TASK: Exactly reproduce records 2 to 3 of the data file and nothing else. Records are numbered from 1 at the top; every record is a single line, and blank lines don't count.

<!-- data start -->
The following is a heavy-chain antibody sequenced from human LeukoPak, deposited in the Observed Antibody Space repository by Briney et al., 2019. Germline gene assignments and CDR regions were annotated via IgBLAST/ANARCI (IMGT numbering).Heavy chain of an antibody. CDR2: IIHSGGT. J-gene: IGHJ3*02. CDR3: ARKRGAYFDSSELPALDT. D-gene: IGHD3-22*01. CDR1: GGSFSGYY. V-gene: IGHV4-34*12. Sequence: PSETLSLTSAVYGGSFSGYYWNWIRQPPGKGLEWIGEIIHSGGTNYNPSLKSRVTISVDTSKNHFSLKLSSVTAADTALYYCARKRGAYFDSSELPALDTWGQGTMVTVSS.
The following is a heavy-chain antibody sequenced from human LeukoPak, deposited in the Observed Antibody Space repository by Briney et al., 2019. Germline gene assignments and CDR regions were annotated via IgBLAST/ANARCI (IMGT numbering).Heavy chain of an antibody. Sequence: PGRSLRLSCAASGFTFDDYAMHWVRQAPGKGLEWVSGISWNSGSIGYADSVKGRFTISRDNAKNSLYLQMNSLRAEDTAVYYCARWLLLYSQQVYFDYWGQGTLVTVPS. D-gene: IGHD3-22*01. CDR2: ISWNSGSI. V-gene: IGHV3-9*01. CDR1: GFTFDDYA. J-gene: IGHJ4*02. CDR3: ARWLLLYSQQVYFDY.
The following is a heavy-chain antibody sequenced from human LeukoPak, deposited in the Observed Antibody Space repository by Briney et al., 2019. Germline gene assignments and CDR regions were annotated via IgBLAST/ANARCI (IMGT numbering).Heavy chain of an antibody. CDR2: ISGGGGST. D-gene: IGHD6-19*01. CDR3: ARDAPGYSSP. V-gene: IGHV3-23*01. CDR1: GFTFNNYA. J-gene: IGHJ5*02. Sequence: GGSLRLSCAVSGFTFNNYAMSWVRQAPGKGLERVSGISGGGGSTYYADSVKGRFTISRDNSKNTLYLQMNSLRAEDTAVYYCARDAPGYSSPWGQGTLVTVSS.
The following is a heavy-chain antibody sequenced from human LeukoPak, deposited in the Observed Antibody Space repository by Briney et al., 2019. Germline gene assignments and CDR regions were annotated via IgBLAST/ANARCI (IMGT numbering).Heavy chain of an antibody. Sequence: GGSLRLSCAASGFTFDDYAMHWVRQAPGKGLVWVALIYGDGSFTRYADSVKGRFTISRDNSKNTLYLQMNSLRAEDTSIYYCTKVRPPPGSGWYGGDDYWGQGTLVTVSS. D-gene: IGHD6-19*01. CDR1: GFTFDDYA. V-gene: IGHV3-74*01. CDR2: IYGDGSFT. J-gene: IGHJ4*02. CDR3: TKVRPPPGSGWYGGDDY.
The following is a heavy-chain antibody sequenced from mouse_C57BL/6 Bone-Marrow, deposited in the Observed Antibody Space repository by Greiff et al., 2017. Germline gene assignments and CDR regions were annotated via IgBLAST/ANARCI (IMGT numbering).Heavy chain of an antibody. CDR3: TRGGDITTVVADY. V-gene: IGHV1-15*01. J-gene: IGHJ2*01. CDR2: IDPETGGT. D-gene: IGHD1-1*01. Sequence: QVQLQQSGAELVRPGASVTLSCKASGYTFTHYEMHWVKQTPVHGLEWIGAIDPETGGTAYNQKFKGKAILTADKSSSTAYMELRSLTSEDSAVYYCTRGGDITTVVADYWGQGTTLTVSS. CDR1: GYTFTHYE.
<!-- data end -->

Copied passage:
The following is a heavy-chain antibody sequenced from human LeukoPak, deposited in the Observed Antibody Space repository by Briney et al., 2019. Germline gene assignments and CDR regions were annotated via IgBLAST/ANARCI (IMGT numbering).Heavy chain of an antibody. Sequence: PGRSLRLSCAASGFTFDDYAMHWVRQAPGKGLEWVSGISWNSGSIGYADSVKGRFTISRDNAKNSLYLQMNSLRAEDTAVYYCARWLLLYSQQVYFDYWGQGTLVTVPS. D-gene: IGHD3-22*01. CDR2: ISWNSGSI. V-gene: IGHV3-9*01. CDR1: GFTFDDYA. J-gene: IGHJ4*02. CDR3: ARWLLLYSQQVYFDY.
The following is a heavy-chain antibody sequenced from human LeukoPak, deposited in the Observed Antibody Space repository by Briney et al., 2019. Germline gene assignments and CDR regions were annotated via IgBLAST/ANARCI (IMGT numbering).Heavy chain of an antibody. CDR2: ISGGGGST. D-gene: IGHD6-19*01. CDR3: ARDAPGYSSP. V-gene: IGHV3-23*01. CDR1: GFTFNNYA. J-gene: IGHJ5*02. Sequence: GGSLRLSCAVSGFTFNNYAMSWVRQAPGKGLERVSGISGGGGSTYYADSVKGRFTISRDNSKNTLYLQMNSLRAEDTAVYYCARDAPGYSSPWGQGTLVTVSS.